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Workhorse Group takes paper hit because of politically fueled share run-up

GM Lordstown plant would be an advantage in winning USPS contract, CEO says

Electric van maker Workhorse Group Inc. (NASDAQ:WKHS)  reported a huge second quarter paper loss on Tuesday, August 6, because of a run-up in its share price that followed a tweet by President Trump in May.

But for the first time, the company said that acquiring the closed General Motors (NYSE:GM) assembly plant in Lordstown, Ohio could be a strategic advantage in winning a $6.3 billion U.S. Postal Service (USPS) contract to build next-generation delivery vehicles.

Workhorse is a finalist with partner VT Hackney for the contract.

Because an electric pickup truck proposed for the plant is based on the same parts and infrastructure, “it would easily allow for the post office vehicles to also be built in Lordstown,” Workhorse CEO Duane Hughes told analysts on a conference call Tuesday.

Second quarter performance

Workhorse lost $36.9 million in the quarter compared with a net loss of $6.9 million in the second quarter of 2018. Without a non-cash charge of $31.1 million for interest expense for stock warrants, the loss would have been $5.8 million. Share prices during the quarter ranged from 62 cents to $2.94 a share.

Shares hit $5.19 last week after Vice President Mike Pence erroneously said during an appearance in Ohio that Workhorse had secured funding for the Lordstown purchase.

Workhorse shares closed Tuesday at $3.17, down 82 cents or 20.55 percent.

Pence’s comment referred to $25 million that Workhorse raised from a private group of institutional investors in June. That money will be used to begin building 1,000 cubic-foot NGEN vans in the fourth quarter at a plant Workhorse owns in Union City, Indiana.

Workhorse had $23.5 million in cash and securities on hand as of June 30 compared with $1.5 million a year earlier. In addition to the new class of shares sold to institutions in June, Workhorse sold existing investors 3.9 million common shares in April that resulted in proceeds of $2.9 million. 

“With the funds raised from our recent financing, we now have a capital structure that is aligned with our large-scale manufacturing goals,” Hughes said.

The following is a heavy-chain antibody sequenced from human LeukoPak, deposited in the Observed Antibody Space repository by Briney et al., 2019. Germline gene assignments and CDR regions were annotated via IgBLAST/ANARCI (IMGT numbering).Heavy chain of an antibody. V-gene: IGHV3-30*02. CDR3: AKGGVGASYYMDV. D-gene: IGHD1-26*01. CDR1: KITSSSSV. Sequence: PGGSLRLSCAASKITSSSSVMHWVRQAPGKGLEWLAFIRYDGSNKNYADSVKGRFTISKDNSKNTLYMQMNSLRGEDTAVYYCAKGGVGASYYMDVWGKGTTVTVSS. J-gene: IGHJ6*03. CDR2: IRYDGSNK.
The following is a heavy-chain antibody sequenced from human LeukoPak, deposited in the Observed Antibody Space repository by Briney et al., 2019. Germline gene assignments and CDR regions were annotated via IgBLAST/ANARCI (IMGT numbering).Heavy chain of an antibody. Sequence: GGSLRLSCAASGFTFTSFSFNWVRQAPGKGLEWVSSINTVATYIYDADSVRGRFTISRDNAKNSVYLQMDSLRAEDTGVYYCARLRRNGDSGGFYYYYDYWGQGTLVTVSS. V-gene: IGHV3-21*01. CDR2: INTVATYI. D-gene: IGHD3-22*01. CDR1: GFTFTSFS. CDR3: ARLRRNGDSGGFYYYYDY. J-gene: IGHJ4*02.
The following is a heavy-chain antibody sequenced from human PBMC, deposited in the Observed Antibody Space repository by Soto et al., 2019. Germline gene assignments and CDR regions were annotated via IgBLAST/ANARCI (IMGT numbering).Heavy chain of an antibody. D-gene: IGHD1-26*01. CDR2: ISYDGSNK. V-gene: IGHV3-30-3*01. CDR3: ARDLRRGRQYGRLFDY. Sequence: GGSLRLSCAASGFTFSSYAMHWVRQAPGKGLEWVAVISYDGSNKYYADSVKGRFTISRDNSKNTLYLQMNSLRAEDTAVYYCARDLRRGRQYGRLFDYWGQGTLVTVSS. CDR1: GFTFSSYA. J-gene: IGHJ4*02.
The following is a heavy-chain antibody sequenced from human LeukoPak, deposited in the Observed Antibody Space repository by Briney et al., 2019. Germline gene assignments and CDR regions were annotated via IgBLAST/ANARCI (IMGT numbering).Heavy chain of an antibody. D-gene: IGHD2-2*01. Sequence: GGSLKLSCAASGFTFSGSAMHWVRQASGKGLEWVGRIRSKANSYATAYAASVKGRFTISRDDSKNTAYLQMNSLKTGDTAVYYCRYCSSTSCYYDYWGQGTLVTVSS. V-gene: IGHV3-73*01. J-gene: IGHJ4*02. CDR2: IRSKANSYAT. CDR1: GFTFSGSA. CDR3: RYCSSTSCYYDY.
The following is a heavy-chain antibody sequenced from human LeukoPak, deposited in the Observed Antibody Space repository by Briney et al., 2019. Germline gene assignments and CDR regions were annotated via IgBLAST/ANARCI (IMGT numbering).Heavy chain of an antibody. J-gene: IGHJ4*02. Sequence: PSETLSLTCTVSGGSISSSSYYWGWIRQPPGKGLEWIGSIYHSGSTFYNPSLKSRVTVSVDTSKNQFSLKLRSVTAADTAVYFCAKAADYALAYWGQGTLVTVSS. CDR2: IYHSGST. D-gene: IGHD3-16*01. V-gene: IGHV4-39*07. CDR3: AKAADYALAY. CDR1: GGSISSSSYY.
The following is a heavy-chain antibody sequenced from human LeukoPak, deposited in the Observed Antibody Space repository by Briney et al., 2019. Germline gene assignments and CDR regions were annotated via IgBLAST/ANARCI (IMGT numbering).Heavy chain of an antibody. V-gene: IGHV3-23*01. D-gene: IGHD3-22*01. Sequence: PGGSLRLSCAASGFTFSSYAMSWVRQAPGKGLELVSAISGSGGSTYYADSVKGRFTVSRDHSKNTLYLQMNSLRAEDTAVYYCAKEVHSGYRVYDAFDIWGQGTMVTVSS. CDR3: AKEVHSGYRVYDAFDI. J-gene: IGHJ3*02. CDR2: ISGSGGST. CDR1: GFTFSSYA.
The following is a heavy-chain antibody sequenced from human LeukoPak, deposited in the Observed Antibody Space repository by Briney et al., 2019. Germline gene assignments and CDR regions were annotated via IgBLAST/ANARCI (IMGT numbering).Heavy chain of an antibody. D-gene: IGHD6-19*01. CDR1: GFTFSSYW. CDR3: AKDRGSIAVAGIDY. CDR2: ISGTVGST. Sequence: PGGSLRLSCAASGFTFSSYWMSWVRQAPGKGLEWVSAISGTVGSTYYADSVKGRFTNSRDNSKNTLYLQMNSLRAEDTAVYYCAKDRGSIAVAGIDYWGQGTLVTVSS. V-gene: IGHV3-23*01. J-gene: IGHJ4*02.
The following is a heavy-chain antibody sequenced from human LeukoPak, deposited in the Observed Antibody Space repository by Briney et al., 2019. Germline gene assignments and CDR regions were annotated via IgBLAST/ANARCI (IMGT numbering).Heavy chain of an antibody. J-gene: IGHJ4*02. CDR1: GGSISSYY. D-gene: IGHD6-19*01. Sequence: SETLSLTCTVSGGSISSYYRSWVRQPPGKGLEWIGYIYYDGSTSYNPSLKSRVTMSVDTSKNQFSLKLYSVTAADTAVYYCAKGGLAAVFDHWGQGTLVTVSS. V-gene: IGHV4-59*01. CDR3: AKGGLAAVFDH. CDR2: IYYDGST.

Workhorse is in final negotiations to sell the technology for its Surefly two-man vertical lift helicopter. It expects a deal, if it occurs, to close this year. The cash from the sale also would go to operating expenses to build the NGEN vans, Hughes said.

Tale of two Workhorses

Workhorse is a tale of two companies. The first is one whose finances were so shaky earlier this year that investors questioned its ability to survive. It had a $35 million hedge fund loan but needed to raise money to meet liquidity terms allowing it to borrow the money.

The second is the political football passed by President Trump and Vice President Pence in the name of preserving jobs in northeast Ohio

Workhorse shares traded at $0.74 on May 8 when President Trump announced the Cincinnati-based company was in discussions to buy Lordstown. 

GM confirmed the discussions but not with Workhorse itself. The talks with Burns have advanced to formal negotiations for the estimated at $300 million purchase. Workhorse would be a minor investor if a deal is reached. 

Workhorse also would license intellectual property and engineering technology for the W-15 electric pickup truck to the Burns-led entity called Lordstown Motors Corp. Burns has said he wants to produce a commercial version of the pickup.

Workhorse put the pickup truck on hold while focusing on building and delivering a backlog of about 1,100 NGEN vans. Customers include United Parcel Service (NYSE:UPS). The orders are worth about $70 million.

Postal contract

The political interest in a deal surrounds job retention in northeast Ohio, an area that helped Trump win the state in the 2016 presidential election. The president has urged GM CEO Mary Barra to find another product for Lordstown, which until March built the Chevrolet Cruze compact sedan.

A Lordstown deal would depend on input from the UAW, which began national contract talks with GM in July. The union is urging GM to allocate a new vehicle to the 53-year-old plant.

Trump could steer the USPS contract to Lordstown Motors Corp. based on the long manufacturing history and experienced workforce that was laid off in March.

“GM’s position is this relationship is by far the best opportunity they have found to keep vehicle production in Lordstown,” Hughes said.

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Alan Adler

Alan Adler is a Detroit-based award-winning journalist who worked for The Associated Press, the Detroit Free Press and most recently as Detroit Bureau Chief for Trucks.com. He also spent two decades in domestic and international media relations and executive communications with General Motors.

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